The devotee Dattapant from Harda, who suffered from a servere stomach ache, was freed from his trouble by blessings, in front of everybody;
And one, Bhimaji Patil, had severe cough and tuberculosis. He was cured by an application of ‘udi’ – all this is narrated in the thirteenth.
Seth Ruttonji, a Parsi from Nanded, a famous businessman who was dejected was granted a son, placing him in the seventh heaven;
How the saint Mauli Saheb of Nanded, who worked as a coolie and remained incognito, became known thanks to an indication from Sai is the amazing story in the fourteenth.
The ‘kirtan’ practice of Narada was told by Baba to Das Ganu; and Cholkar was requited for his vow by giving him tea full of sugar;
A lizard from Aurangabad came and met one in the mosque, and the story of their chirrupings is narrated in the fifteenth.
A gentleman, well-endowed with wealth and children, came to Shirdi having learnt of Sai’s fame, to acquire knowledge of Brahman;
One who desires the Brahman should be detached from the worldly life and the greed for wealth should be discarded, as a first step,
But if he could not give a loan of five rupees to Baba for a short while, even though he had a big roll of money in his clothes, how could he attain the Brahman!
The method by which Sai taught the lesson was beautiful and Hemad’s words are like ‘prasad’, a mixture of milk and sugar. This enticing story is in the sixteenth.
The continuation of the earlier story, a detailed discussion of the knowledge of Brahman, total destruction of the greed for money, is the interesting narration in the seventeenth.
Sathe’s story about the Guru Charitra, the story about Radhabai’s ‘upadesha’, and the favour bestowed on Hemad are skillfully narrated in the eighteenth.
The detailed narration about this favour, and the in-depth thoughts (of Hemad) according to the lesson taught by Sree Sai are given in the nineteenth.
Das Ganu commenced the “Ishavasya Bhavartha Bodhini ”. In that respect he had some doubts which he asked Baba.
Baba said that the maid-servant of Kaka (Dixit) would resolve it. The Sadguru’s greatness is extra-ordinary. An interesting narration of it is in the twentieth.
A virtuous district officer, another learned man Patankar and the third, a brilliant lawyer – all three were granted favours, as mentioned in the twenty-first.
Mashidmai helps to cross the ocean of existence. It is none other than Dwarkamai. Baba said this to all the people but no one understood its deepest meaning.
The virtues of Mashidmai were praised; Mirikar and Butti were saved from snake bites; Amir Shakkar’s rheumatism was cured and he was saved from the danger of the snake.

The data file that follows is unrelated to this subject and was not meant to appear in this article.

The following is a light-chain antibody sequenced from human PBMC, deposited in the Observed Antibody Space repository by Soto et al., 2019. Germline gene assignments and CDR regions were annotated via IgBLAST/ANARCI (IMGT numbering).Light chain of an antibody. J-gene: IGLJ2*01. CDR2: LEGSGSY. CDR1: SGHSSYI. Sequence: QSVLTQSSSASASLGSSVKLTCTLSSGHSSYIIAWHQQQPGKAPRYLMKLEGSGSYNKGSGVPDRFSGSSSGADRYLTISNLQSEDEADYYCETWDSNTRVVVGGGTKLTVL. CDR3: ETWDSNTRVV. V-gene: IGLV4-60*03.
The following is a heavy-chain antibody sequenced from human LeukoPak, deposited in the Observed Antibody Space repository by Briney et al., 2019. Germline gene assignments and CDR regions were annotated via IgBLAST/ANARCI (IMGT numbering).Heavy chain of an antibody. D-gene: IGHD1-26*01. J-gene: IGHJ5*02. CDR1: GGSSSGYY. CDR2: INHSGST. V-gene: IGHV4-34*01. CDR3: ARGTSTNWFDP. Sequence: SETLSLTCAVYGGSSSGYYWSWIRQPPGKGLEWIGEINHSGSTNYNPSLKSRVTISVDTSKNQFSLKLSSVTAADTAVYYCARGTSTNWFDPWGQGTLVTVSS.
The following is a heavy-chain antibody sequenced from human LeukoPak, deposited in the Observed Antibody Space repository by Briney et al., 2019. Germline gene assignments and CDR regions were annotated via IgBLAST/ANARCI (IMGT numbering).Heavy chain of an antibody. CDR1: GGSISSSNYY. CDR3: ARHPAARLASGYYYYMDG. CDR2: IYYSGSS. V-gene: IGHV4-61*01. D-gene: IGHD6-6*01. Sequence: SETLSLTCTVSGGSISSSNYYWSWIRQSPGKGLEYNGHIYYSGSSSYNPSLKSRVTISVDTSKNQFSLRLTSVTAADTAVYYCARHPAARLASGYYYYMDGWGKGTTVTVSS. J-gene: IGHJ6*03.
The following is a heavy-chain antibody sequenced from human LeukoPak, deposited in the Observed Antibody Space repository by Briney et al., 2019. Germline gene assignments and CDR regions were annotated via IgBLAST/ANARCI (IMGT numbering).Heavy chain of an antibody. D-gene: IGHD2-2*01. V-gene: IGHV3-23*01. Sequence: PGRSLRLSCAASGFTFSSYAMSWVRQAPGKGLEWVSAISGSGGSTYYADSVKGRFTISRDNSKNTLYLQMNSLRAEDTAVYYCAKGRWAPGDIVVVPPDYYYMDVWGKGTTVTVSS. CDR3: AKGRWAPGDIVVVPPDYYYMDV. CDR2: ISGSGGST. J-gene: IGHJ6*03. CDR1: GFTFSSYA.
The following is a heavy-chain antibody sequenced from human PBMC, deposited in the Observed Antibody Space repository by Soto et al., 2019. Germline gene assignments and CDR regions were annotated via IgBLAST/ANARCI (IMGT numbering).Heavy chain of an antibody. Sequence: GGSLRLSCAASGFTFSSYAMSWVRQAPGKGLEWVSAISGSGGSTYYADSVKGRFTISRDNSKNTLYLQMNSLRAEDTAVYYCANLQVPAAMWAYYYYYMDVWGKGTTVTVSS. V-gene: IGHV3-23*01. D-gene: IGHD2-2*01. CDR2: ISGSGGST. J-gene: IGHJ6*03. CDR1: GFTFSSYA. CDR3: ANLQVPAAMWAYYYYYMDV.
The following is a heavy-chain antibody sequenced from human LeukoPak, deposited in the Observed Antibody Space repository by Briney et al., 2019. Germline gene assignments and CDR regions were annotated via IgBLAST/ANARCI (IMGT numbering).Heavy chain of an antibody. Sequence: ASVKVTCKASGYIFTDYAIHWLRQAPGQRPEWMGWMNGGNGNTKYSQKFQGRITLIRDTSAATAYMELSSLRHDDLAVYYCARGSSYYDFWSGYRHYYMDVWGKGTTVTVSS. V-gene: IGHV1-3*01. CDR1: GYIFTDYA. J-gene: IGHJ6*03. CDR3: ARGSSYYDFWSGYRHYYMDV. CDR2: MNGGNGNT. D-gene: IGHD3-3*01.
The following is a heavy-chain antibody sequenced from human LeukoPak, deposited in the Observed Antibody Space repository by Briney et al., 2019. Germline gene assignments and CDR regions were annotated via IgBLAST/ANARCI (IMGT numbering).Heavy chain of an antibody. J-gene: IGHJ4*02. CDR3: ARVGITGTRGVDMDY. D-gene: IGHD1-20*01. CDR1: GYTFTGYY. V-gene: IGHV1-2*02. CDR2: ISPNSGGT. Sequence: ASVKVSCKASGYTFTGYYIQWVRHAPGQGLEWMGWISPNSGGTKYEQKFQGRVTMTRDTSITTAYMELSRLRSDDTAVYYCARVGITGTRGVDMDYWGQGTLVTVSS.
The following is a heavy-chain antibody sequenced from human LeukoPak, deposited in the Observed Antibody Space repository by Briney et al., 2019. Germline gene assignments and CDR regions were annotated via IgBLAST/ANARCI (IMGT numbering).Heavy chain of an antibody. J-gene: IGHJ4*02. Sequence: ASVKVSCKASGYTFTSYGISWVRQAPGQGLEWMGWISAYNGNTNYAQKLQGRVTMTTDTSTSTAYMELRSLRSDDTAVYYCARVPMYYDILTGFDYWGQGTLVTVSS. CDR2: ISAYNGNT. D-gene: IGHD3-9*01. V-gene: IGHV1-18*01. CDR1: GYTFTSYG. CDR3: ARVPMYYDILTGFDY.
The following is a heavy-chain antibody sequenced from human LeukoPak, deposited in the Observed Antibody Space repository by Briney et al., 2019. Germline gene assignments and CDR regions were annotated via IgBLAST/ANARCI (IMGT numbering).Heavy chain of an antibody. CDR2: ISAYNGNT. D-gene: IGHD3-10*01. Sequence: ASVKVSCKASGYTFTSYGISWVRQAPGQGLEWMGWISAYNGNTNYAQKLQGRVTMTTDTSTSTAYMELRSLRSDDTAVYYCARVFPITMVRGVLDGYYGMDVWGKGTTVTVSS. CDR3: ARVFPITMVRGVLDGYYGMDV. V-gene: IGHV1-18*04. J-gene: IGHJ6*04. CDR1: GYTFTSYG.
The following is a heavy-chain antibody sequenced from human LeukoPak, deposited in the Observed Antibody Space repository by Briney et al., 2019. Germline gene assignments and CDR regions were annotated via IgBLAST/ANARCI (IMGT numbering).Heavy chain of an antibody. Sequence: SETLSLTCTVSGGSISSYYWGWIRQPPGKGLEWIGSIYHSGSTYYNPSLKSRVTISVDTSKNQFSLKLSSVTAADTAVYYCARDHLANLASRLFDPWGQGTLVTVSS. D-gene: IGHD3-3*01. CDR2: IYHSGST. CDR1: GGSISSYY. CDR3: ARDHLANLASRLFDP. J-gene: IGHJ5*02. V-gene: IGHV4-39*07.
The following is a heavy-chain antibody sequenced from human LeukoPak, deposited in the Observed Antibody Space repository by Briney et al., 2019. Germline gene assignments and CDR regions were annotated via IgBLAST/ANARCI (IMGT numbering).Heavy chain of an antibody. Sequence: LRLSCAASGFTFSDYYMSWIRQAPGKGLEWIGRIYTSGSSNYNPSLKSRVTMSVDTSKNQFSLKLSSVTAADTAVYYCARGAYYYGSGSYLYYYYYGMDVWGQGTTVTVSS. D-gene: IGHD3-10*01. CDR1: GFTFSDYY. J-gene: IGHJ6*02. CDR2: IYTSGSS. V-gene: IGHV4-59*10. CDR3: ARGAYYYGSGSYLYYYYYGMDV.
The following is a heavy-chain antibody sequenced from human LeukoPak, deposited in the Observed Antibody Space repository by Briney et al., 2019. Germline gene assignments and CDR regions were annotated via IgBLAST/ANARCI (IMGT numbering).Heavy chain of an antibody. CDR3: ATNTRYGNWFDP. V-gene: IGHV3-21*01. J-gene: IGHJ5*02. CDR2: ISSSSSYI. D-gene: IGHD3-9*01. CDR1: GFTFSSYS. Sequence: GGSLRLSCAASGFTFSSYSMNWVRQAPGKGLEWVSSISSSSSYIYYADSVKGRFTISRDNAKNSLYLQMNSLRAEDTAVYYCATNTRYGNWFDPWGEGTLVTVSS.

Hemad was saved from the danger of a bite from the scorpion and others from a snake and untimely death – all these incidents are published in the twenty-second.
How the doubts of a student of Yoga were removed, how Madhavrao was cured of a snake bite; dhuni; and fire-wood, and the killing of a goat are very interestingly described.
The respect and glamour of Bade Baba, the lack of obedience to the Guru’s orders, his greed for more irrespective of what was given to him, and his dissatisfied nature;
Kaka Saheb, the best among the devotees, who had supreme and unswerving faith in the Guru’s orders, and how the Sadguru sported with him is beautifully narrated in the twentythird.
Making grains of grams the excuse, Hemadpant was given a lesson that without remembering the Sadguru nothing should
be enjoyed (eaten);
Sai caused a quarrel between Anna Babare and Maushibai, and that uncommon incident of wit and humour has been sung by the inestimable poet in the twenty-fourth.
A devotee, Damu Anna Kasar, a resident of Ahmednagar, was desirous of doing a big business of cotton and rice.
There would definitely be a loss in the business. By eating the mangoes, sons will be born said Sai, the Sun of Knowledge. All this is described in the twenty-fifth.
A devotee named Pant, who was a disciple of another saint, was immediately given an indication, which made Pant overjoyous;
The son of devotee Harishchandra Pitale, who was suffering from epilepsy was completely cured by only a merciful glance;
Pitale was given three rupees and was told that he had been given two rupees earlier. Baba told him to worship them. It is a charming narration in the twenty-sixth.
Kaka (Mahajani) placed the Bhagvat ‘pothi’ in the Lord’s hands, with the hope of getting it back as ‘prasad’ but the Lord gave it to Madhav (Shama);
The ‘pothi’ of Vishnusahasranam was in the collection of a Ramadasi. Baba took it from there without his knowledge and gave that also to Madhavrao.
The story how Sai, the cloud of mercy, granted a boon to Shamrao (Madhavrao) by giving him the Vishnusahasranam ‘pothi’ is narrated in the twenty-seventh.